The state of emergency that Turkish President Recep Tayyip Erdogan has declared is giving him even more power to expand a purge that has seen an estimated 60,000 people either arrested or suspended from their jobs. VOA Europe correspondent Luis Ramirez reports from Istanbul.
    Video

    Video In State of Emergency, Turkey’s Erdogan Focuses on Spiritual Movement

    The state of emergency that Turkish President Recep Tayyip Erdogan has declared is giving him even more power to expand a purge that has seen an estimated 60,000 people either arrested or suspended from their jobs. VOA Europe correspondent Luis Ramirez reports from Istanbul.
    Video

    Video Scientists in Poland Race to Save Honeybees

    Honeybees are in danger worldwide. Causes of what's known as colony collapse disorder range from pesticides and loss of habitat to infections. But scientists in Poland say they are on track to finding a cure for one of the diseases. VOA’s George Putic reports.
    Video

    Video Wall Already Runs Along Parts of US-Mexico Border

    The Republican Party’s presidential nominee, Donald Trump, gained the support of many voters by saying he would build a wall to keep undocumented immigrants and drugs from coming across the border from Mexico. Critics have called his idea impractical and offensive to Mexico, while supporters say such a bold approach is needed to control the border. VOA’s Greg Flakus has more from the border town of Nogales, Arizona.
    Video

    Video New HIV Tests Emphasize Rapid Results

    As the global fight against AIDS intensifies, activists have placed increasing importance on getting people to know their HIV status. Some companies are developing new HIV testing methods designed to be quick, easy and accurate. Thuso Khumalo looks at the latest methods, presented at the International AIDS conference in Durban, South Africa.
    Video

    Video African Youth with HIV Urge More Support

    HIV, the virus that causes AIDS, is the top killer of teens in sub-Saharan Africa. But many youths say their experience with the virus is unique and needs to be addressed differently than the adult epidemic. VOA South African Correspondent Anita Powell reports.
    Video

    Video Poor Residents in Cleveland Not Feeling High Hopes of Republican Convention

    With the Republican Party's National Convention underway in Cleveland, Ohio, delegates and visitors are gathered in the host city's downtown - waiting to hear from the party's presidential candidate, Donald Trump. But a few kilometers from the convention's venue, Cleveland's poorest residents are not convinced Trump or his policies will make a difference in their lives. VOA's Ramon Taylor spoke with some of these residents as well as some of the Republican delegates and filed this report.
    Video

    Video Pop-Up Art Comes to Your Living Room, Backyard and Elsewhere

    Around the world, independent artists and musicians wrestle with a common problem: where to exhibit or perform? Traditional spaces such as museums and galleries are reserved for bigger names, and renting a space is not feasible for many. Enter ArtsUp, which connects artists with venue owners. Whether it’s a living room, restaurant, office or even a boat, pop-up events are bringing music and art to unexpected places. Tina Trinh has more.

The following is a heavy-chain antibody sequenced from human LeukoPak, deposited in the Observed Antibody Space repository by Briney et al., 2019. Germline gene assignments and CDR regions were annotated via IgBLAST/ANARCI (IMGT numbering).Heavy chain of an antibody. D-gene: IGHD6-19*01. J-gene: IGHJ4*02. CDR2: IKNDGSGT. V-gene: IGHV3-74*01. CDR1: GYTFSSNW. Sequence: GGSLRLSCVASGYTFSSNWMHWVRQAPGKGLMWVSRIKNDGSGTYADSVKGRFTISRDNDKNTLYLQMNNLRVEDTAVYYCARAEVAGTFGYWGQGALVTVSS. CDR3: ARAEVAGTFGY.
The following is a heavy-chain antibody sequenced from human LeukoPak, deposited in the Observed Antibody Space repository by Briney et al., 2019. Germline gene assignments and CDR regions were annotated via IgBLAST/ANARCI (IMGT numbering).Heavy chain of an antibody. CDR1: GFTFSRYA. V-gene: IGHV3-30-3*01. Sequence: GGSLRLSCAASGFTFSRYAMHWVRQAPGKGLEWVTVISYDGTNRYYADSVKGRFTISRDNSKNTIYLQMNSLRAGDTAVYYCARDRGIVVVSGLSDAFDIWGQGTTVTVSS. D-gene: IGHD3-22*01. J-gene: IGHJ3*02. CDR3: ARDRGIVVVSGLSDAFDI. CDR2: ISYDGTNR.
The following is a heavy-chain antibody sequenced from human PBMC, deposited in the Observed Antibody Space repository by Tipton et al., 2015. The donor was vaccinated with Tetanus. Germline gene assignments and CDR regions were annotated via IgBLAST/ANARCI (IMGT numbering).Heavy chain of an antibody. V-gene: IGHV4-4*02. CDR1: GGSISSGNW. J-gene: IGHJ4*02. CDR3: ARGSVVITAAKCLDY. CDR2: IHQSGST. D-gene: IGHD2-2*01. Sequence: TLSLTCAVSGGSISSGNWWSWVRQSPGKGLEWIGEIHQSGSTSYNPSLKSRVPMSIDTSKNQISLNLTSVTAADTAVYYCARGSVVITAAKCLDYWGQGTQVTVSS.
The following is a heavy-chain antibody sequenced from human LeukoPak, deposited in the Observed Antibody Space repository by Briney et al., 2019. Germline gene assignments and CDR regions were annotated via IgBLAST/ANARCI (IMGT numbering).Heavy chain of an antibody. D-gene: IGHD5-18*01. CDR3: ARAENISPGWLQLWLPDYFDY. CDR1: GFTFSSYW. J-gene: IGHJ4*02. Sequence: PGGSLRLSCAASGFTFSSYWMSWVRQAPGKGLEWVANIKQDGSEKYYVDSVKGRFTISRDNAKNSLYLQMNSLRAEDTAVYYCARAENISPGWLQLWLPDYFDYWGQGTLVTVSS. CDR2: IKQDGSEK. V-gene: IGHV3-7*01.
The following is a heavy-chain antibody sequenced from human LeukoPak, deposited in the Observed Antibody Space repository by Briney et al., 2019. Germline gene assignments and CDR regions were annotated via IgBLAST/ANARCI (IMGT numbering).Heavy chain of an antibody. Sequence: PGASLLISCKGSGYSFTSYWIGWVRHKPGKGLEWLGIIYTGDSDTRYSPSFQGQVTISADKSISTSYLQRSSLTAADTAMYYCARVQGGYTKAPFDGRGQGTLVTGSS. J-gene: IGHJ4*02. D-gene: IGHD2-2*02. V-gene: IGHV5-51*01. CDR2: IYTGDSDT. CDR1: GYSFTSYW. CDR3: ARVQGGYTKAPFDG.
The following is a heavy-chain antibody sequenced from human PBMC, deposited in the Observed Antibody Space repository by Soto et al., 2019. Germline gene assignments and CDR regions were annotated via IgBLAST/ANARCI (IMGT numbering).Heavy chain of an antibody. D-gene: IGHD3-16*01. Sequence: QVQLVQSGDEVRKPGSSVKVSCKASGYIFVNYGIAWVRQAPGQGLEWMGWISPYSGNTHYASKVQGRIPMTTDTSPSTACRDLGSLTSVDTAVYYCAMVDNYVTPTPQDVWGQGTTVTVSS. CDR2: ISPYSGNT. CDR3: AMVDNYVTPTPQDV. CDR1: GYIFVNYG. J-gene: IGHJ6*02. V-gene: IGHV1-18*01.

Video

    Video With Yosemite as Backdrop, Obama Praises National Parks

    Last month, President Barack Obama and his family visited some of the most beautiful national parks in the U.S. Using the majestic backdrop of a towering waterfall in California's Yosemite National Park, Obama praised the national park system which celebrates its 100th anniversary this year. He talked about the importance of America’s “national treasures” and the need to protect them from climate change and other threats. VOA’s Julie Taboh reports.
    Video

    Video Counter-Islamic State Coalition Plots Next Steps

    As momentum shifts against Islamic State in Iraq, discussions are taking place about the next steps for driving the terrorist group from its final strongholds. Secretary of State John Kerry is hosting a counter-IS meeting at the State Department, a day after defense ministers from more than 30 countries reviewed and agreed upon a course of action. VOA Pentagon correspondent Carla Babb reports.
    Video

    Video Russia's Participation at Brazil Olympic Games Still In Question

    The International Olympic Committee has delayed a decision on whether to ban all Russian teams from competing in next month's Olympic Games in Brazil over allegations of an elaborate doping scheme. The World Anti-Doping Agency recently released an independent report alleging widespread doping by Russian athletes at the 2014 Winter Olympics in Sochi. So far, only Russian track and field athletes have been barred from the Summer Games in Brazil. VOA's Zlatica Hoke has more.
    Video

    Video Scotland’s Booming Whisky Industry Fears Brexit Hangover

    After Britain’s vote to leave the European Union, Scotland’s government wants to break away from the United Kingdom – fearing the nation’s exports are at risk. Among the biggest of these is whisky. Henry Ridgwell reports on a time of turmoil for those involved in the ancient art of distilling Scotland’s most famous product.
    Video

    Video Millennials Could Determine Who Wins Race to White House

    With only four months to go until Americans elect a new president, one group of voters is getting a lot more attention these days: those ages 18 to 35, a generation known as millennials. It’s a demographic that some analysts say could have the power to decide the 2016 election. But a lot depends on whether they actually turn out to vote. VOA’s Alexa Lamanna reports.

    Special Report

    Adrift The Invisible African Diaspora